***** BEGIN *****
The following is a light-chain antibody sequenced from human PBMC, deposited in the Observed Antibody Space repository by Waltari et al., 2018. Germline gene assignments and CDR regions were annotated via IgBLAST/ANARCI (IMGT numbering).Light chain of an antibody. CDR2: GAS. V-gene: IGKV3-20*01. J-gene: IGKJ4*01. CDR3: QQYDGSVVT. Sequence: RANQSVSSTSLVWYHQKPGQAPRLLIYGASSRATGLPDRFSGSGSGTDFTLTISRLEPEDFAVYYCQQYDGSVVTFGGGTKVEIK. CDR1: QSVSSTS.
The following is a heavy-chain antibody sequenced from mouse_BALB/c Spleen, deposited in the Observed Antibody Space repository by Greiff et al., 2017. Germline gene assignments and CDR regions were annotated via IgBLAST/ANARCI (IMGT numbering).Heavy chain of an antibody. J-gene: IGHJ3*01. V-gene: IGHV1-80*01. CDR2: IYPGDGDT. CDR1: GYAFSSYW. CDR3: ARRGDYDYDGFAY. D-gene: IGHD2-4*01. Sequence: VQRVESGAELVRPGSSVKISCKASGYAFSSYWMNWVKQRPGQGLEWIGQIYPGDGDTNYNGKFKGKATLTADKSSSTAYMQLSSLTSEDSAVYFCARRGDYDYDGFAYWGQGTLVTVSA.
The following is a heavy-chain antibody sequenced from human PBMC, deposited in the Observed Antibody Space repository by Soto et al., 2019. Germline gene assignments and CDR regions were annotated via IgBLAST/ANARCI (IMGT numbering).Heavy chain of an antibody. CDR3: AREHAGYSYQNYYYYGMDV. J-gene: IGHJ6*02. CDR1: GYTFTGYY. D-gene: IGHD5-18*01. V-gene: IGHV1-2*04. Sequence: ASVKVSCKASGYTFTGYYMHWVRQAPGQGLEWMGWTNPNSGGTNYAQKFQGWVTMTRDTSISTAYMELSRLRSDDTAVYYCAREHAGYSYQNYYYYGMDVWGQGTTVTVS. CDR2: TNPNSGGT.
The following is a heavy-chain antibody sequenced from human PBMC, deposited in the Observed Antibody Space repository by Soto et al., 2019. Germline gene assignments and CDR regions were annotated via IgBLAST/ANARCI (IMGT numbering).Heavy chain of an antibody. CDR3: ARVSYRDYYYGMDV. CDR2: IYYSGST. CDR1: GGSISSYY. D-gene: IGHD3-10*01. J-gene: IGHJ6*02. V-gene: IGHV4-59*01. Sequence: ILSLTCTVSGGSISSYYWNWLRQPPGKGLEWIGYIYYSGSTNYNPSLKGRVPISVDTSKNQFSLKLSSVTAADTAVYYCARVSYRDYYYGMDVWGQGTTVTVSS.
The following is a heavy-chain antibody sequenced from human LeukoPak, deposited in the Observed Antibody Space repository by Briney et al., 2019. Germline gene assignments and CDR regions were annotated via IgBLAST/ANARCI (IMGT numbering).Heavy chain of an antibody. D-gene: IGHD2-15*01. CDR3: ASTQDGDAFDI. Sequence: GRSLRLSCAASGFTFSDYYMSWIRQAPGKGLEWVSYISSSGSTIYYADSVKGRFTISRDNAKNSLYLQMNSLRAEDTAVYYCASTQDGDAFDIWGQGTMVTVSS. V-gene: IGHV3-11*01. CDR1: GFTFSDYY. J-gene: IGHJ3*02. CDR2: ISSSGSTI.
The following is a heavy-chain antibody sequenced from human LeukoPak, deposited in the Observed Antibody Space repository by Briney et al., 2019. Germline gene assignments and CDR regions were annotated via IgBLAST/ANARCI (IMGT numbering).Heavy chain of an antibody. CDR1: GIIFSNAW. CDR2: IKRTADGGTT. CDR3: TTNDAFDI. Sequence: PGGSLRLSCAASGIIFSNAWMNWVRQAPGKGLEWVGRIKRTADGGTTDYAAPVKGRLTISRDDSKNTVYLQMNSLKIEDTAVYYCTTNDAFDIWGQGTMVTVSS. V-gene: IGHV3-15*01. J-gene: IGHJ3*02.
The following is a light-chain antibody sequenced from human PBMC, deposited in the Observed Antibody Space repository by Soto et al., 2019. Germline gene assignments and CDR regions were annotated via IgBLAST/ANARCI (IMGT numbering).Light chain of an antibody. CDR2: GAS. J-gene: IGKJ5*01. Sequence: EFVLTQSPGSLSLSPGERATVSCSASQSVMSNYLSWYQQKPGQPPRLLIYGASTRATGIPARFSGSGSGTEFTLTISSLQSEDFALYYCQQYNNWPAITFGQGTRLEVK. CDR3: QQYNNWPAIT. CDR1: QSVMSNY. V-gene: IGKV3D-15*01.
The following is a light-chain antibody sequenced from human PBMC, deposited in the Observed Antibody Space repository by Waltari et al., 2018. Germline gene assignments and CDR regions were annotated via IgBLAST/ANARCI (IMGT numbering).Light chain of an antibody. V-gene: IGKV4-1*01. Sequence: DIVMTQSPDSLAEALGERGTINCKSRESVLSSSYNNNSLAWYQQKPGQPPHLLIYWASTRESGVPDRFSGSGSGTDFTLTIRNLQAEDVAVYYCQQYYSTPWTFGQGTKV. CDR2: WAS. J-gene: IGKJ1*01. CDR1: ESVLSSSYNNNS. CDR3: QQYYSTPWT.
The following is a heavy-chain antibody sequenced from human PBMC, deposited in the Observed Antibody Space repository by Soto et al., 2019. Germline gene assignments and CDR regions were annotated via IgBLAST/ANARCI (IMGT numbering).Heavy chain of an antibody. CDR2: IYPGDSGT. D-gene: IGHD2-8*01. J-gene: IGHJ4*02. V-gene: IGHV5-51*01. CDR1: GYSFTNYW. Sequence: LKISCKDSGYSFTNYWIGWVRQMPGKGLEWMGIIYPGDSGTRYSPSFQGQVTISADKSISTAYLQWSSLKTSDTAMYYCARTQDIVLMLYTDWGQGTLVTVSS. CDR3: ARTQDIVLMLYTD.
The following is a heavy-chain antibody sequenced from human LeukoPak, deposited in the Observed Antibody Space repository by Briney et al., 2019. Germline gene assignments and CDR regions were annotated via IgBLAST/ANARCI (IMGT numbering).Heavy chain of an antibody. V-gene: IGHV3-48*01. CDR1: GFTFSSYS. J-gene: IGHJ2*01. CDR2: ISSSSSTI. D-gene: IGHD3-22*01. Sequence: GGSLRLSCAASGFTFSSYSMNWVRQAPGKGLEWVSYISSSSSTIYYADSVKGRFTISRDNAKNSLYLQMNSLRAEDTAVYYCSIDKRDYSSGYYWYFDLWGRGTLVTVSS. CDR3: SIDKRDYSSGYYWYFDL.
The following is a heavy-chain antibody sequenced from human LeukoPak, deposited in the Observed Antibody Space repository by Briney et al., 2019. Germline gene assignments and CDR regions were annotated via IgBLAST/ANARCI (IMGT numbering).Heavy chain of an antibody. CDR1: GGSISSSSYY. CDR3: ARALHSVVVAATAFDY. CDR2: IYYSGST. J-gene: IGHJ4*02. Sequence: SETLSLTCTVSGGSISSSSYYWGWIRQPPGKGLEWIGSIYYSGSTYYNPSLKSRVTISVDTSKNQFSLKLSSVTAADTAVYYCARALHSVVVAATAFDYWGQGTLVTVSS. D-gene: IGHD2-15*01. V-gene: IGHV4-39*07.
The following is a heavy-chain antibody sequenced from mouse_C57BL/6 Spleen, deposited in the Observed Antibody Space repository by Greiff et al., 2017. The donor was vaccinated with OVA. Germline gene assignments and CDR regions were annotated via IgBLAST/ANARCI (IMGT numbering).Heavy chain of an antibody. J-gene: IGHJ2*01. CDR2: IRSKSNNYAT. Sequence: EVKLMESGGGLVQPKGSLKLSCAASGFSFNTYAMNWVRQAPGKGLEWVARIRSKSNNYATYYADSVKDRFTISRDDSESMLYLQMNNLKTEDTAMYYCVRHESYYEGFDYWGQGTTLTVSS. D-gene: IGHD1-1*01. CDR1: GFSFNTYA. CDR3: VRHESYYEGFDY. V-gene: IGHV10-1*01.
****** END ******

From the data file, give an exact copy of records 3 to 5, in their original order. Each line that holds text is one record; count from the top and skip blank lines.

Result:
The following is a heavy-chain antibody sequenced from human PBMC, deposited in the Observed Antibody Space repository by Soto et al., 2019. Germline gene assignments and CDR regions were annotated via IgBLAST/ANARCI (IMGT numbering).Heavy chain of an antibody. CDR3: AREHAGYSYQNYYYYGMDV. J-gene: IGHJ6*02. CDR1: GYTFTGYY. D-gene: IGHD5-18*01. V-gene: IGHV1-2*04. Sequence: ASVKVSCKASGYTFTGYYMHWVRQAPGQGLEWMGWTNPNSGGTNYAQKFQGWVTMTRDTSISTAYMELSRLRSDDTAVYYCAREHAGYSYQNYYYYGMDVWGQGTTVTVS. CDR2: TNPNSGGT.
The following is a heavy-chain antibody sequenced from human PBMC, deposited in the Observed Antibody Space repository by Soto et al., 2019. Germline gene assignments and CDR regions were annotated via IgBLAST/ANARCI (IMGT numbering).Heavy chain of an antibody. CDR3: ARVSYRDYYYGMDV. CDR2: IYYSGST. CDR1: GGSISSYY. D-gene: IGHD3-10*01. J-gene: IGHJ6*02. V-gene: IGHV4-59*01. Sequence: ILSLTCTVSGGSISSYYWNWLRQPPGKGLEWIGYIYYSGSTNYNPSLKGRVPISVDTSKNQFSLKLSSVTAADTAVYYCARVSYRDYYYGMDVWGQGTTVTVSS.
The following is a heavy-chain antibody sequenced from human LeukoPak, deposited in the Observed Antibody Space repository by Briney et al., 2019. Germline gene assignments and CDR regions were annotated via IgBLAST/ANARCI (IMGT numbering).Heavy chain of an antibody. D-gene: IGHD2-15*01. CDR3: ASTQDGDAFDI. Sequence: GRSLRLSCAASGFTFSDYYMSWIRQAPGKGLEWVSYISSSGSTIYYADSVKGRFTISRDNAKNSLYLQMNSLRAEDTAVYYCASTQDGDAFDIWGQGTMVTVSS. V-gene: IGHV3-11*01. CDR1: GFTFSDYY. J-gene: IGHJ3*02. CDR2: ISSSGSTI.